It was only when these zebras started trotting along the road ahead of us that I noticed that the back foot of this one was twisted at an awkward angle.
The extent of the misshapen ankle/foot is clear in this photograph:
The twisted back foot is evident when the zebra is at rest. In all other respects, it appears to be perfectly healthy.
A close-up view provides no clear answer as to what might have happened: was the zebra born with this deformity? Perhaps it twisted its ankle or broke it some time ago. Whatever the origin, this zebra has learned to live with it. Although it brought up the rear when they trotted along the road or through the grass, it wasn’t far behind.
NOTE: Please click on a photograph should you wish to see a larger view.
I don’t blame this Brown-hooded Kingfisher for not looking at my camera – it had a far larger ‘landscape’ to look at!
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Here is a Red Hartebeest (Alcelaphus buselaphus caama) sitting comfortably next to the road in the Addo Elephant National Park. Judging from the droppings surrounding it, it had been there for some time and showed no intention to move.
You can tell it has been sitting very still by looking at the flies on its eye and nose. It did not appear to be bothered by them when I parked next to it to take photographs. As you can see, these antelope have long narrow faces.
The rather soulful look of the adult can be seen in this youngster too.
Here is a mother with its calf.
NOTE: Please click on a photograph if you wish to see a larger view.
One of the most majestic animals we see is the Kudu (Tragelaphus strepsiceros). They carry themselves so elegantly and look at one seemingly with the confidence born of knowing they are a cut above the rest. Look at the colouring of this beautiful female kudu with its tawny brown body, greyish neck and the stripes on its back. Both males and females have a conspicuous hump on the shoulder.
Note the fluffier fur of this immature kudu.
Only the male kudu has horns. You can tell this is a young kudu bull for its horns have not yet started to twist into the familiar spiral pattern. The spectacular horns of the kudu are used to fight each other for the right to mate with females.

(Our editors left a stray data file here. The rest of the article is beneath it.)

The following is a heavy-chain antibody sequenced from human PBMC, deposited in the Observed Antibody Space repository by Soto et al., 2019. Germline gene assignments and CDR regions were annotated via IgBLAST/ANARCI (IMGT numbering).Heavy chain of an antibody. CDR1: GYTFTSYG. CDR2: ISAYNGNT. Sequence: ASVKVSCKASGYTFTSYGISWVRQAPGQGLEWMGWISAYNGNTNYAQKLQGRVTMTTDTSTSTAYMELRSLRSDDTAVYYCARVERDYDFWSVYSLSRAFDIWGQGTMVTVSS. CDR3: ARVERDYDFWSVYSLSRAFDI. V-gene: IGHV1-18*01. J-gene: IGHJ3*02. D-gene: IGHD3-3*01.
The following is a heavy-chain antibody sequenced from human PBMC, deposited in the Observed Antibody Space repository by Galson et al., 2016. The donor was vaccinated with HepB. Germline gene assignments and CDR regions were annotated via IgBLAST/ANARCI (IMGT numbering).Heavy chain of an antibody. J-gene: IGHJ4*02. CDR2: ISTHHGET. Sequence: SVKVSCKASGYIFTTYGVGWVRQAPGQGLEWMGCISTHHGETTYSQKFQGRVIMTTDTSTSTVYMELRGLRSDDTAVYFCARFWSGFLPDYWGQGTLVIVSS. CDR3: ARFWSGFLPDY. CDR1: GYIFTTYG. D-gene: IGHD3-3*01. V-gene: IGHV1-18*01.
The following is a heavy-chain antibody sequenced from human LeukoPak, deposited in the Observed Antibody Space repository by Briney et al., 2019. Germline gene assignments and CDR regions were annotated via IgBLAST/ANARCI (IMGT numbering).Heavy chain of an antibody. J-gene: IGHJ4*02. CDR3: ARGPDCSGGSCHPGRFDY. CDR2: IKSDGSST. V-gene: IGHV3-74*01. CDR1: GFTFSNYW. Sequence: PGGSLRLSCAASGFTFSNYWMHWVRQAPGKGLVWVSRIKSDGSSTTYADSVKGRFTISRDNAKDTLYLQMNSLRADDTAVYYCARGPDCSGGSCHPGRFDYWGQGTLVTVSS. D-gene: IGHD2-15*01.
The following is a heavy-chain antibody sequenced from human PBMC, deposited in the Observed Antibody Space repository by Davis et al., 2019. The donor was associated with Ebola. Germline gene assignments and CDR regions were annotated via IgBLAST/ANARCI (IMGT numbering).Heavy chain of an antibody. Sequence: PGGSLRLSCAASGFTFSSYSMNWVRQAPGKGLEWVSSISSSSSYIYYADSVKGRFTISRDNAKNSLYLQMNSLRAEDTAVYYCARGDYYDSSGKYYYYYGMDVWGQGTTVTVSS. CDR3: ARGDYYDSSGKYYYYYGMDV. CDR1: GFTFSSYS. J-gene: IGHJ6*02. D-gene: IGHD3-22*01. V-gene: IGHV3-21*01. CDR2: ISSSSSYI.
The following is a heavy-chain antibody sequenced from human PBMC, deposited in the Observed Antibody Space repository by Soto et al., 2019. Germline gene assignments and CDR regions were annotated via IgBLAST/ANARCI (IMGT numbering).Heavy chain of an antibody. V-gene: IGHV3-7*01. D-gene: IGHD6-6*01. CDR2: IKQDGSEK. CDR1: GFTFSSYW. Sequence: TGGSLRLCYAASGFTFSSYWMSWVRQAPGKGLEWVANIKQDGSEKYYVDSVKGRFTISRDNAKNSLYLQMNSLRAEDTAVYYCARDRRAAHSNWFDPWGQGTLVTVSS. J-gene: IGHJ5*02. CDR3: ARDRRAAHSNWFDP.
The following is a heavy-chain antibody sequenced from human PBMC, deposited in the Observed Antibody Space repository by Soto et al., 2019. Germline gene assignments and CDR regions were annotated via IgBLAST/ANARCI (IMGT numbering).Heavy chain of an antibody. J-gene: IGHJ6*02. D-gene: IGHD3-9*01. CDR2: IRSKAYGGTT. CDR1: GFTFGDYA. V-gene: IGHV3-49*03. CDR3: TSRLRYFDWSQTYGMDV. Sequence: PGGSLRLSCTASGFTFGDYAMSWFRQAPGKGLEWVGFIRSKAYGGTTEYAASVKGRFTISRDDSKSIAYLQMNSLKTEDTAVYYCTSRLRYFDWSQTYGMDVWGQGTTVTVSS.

You can see this pattern in the image below. Note the chevron-shaped white band across the face too.
Kudu are large antelope and rely on their disruptive colouration for camouflage as the stripes help their bodies to blend into the background – from the perspective of possible predators. They sport a mane of long hair from the back of the head to their tail that helps to disrupt their outline. An interesting characteristic of kudu is their large ears.
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Easter is a reflective time of the year and so I offer the following reflections that have all been photographed in the Addo Elephant National Park:
This Blackbacked Jackal was approaching the water at Hapoor in a very contemplative mood – it stood there very quietly for some time, possibly aware of the many elephants splashing just the other side of the reeds – before it made its way down the the water in a slow and cautious manner. It displayed patience such as few of us have when we are thirsty.
These Blacksmith Plovers (now called Blacksmith Lapwing) are standing on a barely submerged sandbank in front of the reeds at Hapoor – doubtless enjoying a respite from all the elephant activity that this waterhole is well known for.
An Egyptian Goose enjoying a drink at the Carol’s Rest waterhole.
Another thirsty visitor at Carol’s Rest is this warthog.
I will leave you with these zebra walking along the edge of the Domkrag waterhole in search of a suitable drinking place.
NOTE: Please click on a photograph if you wish to see a larger image.